The One That Started It All

Originally written January 14, 2021

Since the weather and life hasn’t given me many chances to get out to catch any photos the last few days, I thought I’d share a bit about the one that started it all. I have been taking photos for many years with a point and shoot camera and other small pocket cameras but having a focus or passion for the end result was inspired by none other than the Grey Grey Owl.

I had been taking photos of birds, flyball, pets, flowers for years but for an unknown reason this moment changed everything for me. In April of 2017 I had heard from some friends there was a crowd of photographers down the road from where they lived. Curious, I decided to go check it out since I recently started to shoot with a larger lens and a DSLR camera. I am so happy I followed through on my curiosity, something I do often! I fell in love with birds but most especially owls and raptors of all kinds on that day. I couldn’t believe the majestic beauty behind these powerhouse bundles of feathers. I was hooked.

I visited the site several times during the short time the pair, as I learned later, blessed us with their appearance. It was during my time there that I met many fellow photographers who I consider friends to this day and started to learn more about different ways to capture the birds. There are so many times I wish I knew then what I know now with this interaction with these owls and had the awesome Canon EOS R5 too! At the time I was full of questions and loved that the majority of the photographers at the site were willing to share and explain so many things to me.

Another moment I’ve taken away from that experience is this was when I met Mike Bons, another local photographer, indirectly. I believe he is and was my mentor and someone who’s work I admire very much. He’s always been willing to teach and explain things in a way non-professional people can easily understand. I’ve actually taken a couple of workshops with him since. The most entertaining part is we didn’t actually meet during this time but I’ll never forget the two young boys urinating in the ditch right with the owl watching on. I was highly amused and when I finally did get to know Mike and realized these were his sons, it’s quite comical and life with those guys must be entertaining daily for his wife.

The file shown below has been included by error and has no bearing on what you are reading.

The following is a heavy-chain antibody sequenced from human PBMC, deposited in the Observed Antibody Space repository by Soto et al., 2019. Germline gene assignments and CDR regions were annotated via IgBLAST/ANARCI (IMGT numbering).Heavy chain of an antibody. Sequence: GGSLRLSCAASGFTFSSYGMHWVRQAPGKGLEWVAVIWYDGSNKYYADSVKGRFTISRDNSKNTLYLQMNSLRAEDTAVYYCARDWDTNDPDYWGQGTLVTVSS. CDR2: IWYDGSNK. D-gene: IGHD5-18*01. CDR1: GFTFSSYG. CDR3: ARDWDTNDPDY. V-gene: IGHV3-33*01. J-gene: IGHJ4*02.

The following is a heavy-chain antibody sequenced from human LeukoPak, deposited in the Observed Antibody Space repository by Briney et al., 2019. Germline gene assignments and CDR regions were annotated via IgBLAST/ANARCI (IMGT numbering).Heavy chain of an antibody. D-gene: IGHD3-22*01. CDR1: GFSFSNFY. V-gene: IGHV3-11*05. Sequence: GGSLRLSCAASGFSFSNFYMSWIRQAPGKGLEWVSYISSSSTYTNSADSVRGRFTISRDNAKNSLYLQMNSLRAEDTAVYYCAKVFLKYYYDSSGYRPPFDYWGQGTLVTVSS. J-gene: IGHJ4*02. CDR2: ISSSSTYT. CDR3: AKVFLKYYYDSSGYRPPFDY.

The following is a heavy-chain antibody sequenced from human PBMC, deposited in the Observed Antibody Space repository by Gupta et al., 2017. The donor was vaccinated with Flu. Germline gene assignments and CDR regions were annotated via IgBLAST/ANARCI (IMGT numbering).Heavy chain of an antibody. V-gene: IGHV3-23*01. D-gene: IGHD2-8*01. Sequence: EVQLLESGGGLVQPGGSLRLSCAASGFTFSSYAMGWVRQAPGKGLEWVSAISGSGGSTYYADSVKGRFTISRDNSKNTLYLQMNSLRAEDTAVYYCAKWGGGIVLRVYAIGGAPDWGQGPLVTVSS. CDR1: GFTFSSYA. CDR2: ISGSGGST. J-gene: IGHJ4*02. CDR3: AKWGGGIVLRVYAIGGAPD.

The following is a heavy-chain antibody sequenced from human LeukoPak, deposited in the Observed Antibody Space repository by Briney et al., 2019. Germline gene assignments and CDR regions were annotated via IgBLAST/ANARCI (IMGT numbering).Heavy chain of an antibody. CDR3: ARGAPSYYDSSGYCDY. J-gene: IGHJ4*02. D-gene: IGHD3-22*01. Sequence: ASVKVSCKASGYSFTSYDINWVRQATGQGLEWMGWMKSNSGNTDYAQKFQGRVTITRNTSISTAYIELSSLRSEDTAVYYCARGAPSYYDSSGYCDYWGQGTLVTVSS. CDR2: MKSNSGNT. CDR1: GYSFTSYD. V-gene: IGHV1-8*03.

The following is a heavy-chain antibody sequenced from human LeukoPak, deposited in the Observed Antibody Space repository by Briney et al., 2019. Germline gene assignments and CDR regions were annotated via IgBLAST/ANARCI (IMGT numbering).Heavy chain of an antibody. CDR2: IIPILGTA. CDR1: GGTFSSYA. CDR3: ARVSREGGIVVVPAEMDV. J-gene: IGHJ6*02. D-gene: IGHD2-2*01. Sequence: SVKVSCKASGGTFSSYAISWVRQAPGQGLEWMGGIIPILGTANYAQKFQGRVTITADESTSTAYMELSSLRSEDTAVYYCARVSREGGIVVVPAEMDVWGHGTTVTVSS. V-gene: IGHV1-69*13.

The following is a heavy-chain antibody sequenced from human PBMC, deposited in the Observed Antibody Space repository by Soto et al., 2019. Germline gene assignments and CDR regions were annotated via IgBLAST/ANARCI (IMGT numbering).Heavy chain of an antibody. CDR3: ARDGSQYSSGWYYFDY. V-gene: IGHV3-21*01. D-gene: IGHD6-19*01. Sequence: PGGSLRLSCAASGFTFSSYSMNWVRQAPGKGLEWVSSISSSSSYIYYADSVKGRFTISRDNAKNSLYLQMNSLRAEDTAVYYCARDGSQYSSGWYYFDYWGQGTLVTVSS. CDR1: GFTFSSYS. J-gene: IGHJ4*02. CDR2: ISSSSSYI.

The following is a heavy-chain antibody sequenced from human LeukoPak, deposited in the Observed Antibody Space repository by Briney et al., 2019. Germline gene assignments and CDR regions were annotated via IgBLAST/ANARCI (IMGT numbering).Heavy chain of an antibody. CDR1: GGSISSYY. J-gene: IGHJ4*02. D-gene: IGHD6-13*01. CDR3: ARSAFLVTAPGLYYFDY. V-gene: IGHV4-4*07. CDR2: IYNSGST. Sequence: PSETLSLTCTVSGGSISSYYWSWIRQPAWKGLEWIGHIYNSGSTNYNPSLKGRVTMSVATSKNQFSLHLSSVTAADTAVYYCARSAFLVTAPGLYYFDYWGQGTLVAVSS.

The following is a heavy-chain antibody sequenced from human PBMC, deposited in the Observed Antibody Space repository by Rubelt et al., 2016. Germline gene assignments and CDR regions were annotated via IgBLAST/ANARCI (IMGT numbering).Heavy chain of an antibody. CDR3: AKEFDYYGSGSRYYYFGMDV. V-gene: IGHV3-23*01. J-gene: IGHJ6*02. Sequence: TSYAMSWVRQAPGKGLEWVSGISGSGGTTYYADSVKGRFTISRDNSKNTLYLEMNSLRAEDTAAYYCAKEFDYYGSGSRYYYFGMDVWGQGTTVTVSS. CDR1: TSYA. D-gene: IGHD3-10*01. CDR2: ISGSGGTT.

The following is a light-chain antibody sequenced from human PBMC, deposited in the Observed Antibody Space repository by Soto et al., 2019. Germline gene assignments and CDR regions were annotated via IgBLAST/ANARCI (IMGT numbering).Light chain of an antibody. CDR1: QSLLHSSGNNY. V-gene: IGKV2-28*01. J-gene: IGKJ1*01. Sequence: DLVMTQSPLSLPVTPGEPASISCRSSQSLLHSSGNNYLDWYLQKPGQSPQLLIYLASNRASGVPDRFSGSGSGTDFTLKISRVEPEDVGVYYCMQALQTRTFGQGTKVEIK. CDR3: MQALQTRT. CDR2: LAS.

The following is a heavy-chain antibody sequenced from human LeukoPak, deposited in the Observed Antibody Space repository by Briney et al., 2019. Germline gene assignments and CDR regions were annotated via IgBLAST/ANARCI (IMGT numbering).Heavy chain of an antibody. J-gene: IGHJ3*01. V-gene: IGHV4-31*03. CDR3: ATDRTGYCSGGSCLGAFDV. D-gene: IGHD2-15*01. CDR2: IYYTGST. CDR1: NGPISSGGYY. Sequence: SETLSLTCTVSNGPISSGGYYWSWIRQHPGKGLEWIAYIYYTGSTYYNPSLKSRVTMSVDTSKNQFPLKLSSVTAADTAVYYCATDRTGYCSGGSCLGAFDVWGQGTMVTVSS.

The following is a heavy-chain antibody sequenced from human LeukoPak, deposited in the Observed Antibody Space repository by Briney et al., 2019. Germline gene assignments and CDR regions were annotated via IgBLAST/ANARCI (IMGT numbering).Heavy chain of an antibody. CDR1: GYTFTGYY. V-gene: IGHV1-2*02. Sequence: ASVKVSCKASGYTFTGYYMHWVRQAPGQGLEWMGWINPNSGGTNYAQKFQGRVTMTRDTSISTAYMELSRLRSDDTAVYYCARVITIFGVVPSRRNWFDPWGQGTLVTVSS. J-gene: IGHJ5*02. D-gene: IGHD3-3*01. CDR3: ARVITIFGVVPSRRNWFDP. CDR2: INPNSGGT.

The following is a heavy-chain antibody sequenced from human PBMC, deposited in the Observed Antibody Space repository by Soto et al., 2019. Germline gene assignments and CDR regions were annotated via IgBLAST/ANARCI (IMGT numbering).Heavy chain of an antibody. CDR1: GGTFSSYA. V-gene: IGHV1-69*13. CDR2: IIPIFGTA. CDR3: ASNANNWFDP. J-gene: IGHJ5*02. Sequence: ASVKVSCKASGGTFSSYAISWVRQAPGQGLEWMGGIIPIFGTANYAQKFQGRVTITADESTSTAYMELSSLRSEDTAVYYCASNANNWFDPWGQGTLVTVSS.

When I'm around other photographers, I'm never embarrassed to ask questions, even if they are stupid questions in my mind. If I don't have an answer, then I need to know. A few tips I was given by various photographers during that time was to attempt to use the light to highlight the shadows more if the opportunity arose, to get in front of the bird and attempt to interpret where it may fly next and not to make any noise or scare the bird.

Over the last few years of getting more serious about photographing wildlife and birds, I’ve learned a lot about ethics and how to not scare the subject you are trying to shoot. Baiting, which is frowned on terribly, is the act of using the favourite food of the bird or wildlife and luring it to eat and “pose” for the camera. There are a lot of photographers that get the most amazing shots using this method but it’s considered highly unethical and can give you a bad reputation. For example last year when I was photographing a Saw Whet owl in the Durham region, someone had nailed a mouse to a post near where the owl was sleeping. I overheard someone, I assume the guilty party, laughing about how the mouse was alive when they first put it there but it did not work for him. I was appalled by this and I do not ever use this method to catch my photos. Ever. And yes, of course I said something. Doesn't get you too far when it's something the photographer sees nothing wrong with.

The time I spent with these Great Grey Owls was something I’ll never forget. I’m incredibly envious of all the fabulous shots I’ve been seeing being posted lately so I felt a revisit to my original photos was necessary since my eye has changed so much. I was able to bring out quite a few of my original shots to a far superior quality with some post production editing.

This year is supposedly an irruption year for Great Grey Owls. That means food is in shortage for them further north so there are going to be higher numbers of them south for the next few months. I hope to be lucky enough to see one and catch some more memories and trust me, I have been looking. I've seen a lot of Barred Owls around and have even kept driving the last few times I've seen them unless they were in an amazing setting. That does show that there are a lot around!

As a side note, if anyone sees one on your property and it’s within a safe distance or after the lockdown, please contact me! There’s a free print in it for you. This goes for any other wildlife on your property or a solid lead to where I may spend some time capturing photos. Remember, I am ethical and will respect private property!